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[ISN] Ron Rivest; Microcash on the Internet, Deep Crack = MicroMint?
From: cult hero (jerichodimensional.com)
Date: Tue May 11 1999 - 21:53:34 CDT
Forwarded From: Robert Hettinga <rahshipwright.com>
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The Digital Commerce Society of Boston
Dr. Ronald L. Rivest
Underwriting Microcash on the Internet:
Deep Crack = MicroMint?
Tuesday, June 1st, 1999
12 - 2 PM
The Downtown Harvard Club of Boston
One Federal Street, Boston, MA
MicroMint is a low security, high speed micropayment protocol based on
k-way hash-function collisions. Just like an industrial mint, a MicroMint
underwriter's economies of scale allow the production of large quantities
of 'coins' at very low cost per coin, while small-scale forgery attempts
can only produce coins at a cost exceeding their value. Unlike digital
signature methods, a large initial investment is required to generate the
first MicroMint coin, but generating additional coins is exponentially
cheaper the more you produce. A true 'off-line' protocol, MicroMint
produces a simple bit-string whose validity can be easily checked.
The time to market for a possible MicroMint machine has been accelerated
recently with the discovery that a MicroMint prototype has inadvertently
been built already. "Deep Crack" is a custom-built DES-cracking machine
built by Cryptography Research, Inc., for the Electronic Frontier
Foundation. "Deep Crack" was built to prove that DES, the Data Encryption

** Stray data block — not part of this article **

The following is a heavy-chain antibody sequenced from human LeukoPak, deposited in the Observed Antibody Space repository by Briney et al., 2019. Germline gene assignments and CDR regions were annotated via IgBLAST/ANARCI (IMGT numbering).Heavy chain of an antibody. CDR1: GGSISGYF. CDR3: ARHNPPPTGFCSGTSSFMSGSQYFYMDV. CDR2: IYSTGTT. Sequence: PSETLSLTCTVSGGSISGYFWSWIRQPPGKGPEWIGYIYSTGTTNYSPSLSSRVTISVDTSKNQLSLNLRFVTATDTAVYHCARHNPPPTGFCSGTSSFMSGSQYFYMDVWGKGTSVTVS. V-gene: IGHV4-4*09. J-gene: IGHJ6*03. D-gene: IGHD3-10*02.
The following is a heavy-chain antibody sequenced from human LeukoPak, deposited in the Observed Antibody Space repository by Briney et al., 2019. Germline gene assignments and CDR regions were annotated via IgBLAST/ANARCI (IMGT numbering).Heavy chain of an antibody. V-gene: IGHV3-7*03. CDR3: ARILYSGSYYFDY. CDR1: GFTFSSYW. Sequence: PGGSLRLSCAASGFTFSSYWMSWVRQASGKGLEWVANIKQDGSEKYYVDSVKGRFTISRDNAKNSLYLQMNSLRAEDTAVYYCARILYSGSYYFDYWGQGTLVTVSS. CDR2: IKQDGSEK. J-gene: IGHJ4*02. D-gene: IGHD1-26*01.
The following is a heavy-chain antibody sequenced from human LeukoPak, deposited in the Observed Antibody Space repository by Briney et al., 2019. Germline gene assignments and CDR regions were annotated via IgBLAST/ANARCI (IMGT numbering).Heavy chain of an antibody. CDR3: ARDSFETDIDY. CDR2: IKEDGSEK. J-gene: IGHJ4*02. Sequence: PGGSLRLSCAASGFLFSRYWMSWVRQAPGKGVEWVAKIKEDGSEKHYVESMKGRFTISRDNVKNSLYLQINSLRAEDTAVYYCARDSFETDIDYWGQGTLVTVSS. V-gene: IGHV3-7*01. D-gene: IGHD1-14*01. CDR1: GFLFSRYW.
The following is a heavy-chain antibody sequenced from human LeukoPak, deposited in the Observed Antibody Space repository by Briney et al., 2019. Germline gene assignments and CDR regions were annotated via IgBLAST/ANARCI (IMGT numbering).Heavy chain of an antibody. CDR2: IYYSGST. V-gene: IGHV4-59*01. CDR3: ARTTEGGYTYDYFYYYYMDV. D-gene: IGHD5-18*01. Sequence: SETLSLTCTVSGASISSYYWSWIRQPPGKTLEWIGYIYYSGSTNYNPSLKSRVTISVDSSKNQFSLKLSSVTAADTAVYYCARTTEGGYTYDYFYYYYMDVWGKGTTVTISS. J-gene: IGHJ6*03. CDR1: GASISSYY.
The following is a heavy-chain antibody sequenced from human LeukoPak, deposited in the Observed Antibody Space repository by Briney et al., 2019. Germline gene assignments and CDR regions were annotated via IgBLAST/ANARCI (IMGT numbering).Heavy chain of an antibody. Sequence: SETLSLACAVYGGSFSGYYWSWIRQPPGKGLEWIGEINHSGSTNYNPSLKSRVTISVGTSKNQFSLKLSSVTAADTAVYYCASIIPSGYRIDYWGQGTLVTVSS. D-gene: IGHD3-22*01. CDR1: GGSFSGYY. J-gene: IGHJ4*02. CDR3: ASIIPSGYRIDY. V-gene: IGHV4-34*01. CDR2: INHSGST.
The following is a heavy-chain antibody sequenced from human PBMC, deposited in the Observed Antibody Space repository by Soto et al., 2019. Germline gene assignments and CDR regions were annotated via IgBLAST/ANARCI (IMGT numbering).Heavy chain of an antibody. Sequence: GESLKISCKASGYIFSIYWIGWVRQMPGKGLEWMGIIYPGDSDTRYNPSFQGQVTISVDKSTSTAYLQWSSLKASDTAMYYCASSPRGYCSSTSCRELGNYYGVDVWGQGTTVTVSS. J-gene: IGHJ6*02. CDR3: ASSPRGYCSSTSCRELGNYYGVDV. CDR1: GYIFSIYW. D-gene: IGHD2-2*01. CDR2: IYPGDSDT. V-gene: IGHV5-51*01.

Standard, can be broken cheaply enough to make it unusuable for most
purposes, especially in finance. At the 1999 International Conference on
Financial Cryptography, MicroMint developers Ron Rivest and Adi Shamir --
two of the three developers of RSA public key cryptography -- showed how,
with a few modifications, "Deep Crack" could be used to generate MicroMint
There is now interest in building a much larger commercial version of
MicroMint. Putting a MicroMint machine on the web and linking it to
existing cash-settlement financial networks like the Automatic Teller or
Automated Clearinghouse systems, and a few regulatory changes, would allow
one to withdraw and deposit MicroMint-based microcash from the internet in
the same way that one could withdraw and deposit cash from an ATM.
MicroMint coins could be used to pay for many small-value products and
services, like MP3 files, streaming audio and video, controlled-access
web-page content, value-added email postage, internet access, telephony
and, possibly, with the incorporation of TCP/IP into power lines,
electricity itself, someday. The ability to settle such transactions
instantaneously and for cash should significantly reduce the
administrative, financial, legal, and even engineering cost of anything
sold on the internet.
Ronald L. Rivest is the Webster Professor of Electrical Engineering and
Computer Science in MIT's Department of Electrical Engineering and Computer
Science. He is an Associate Director of MIT's Laboratory for Computer
Science, is a member of the lab's Theory of Computation Group and is a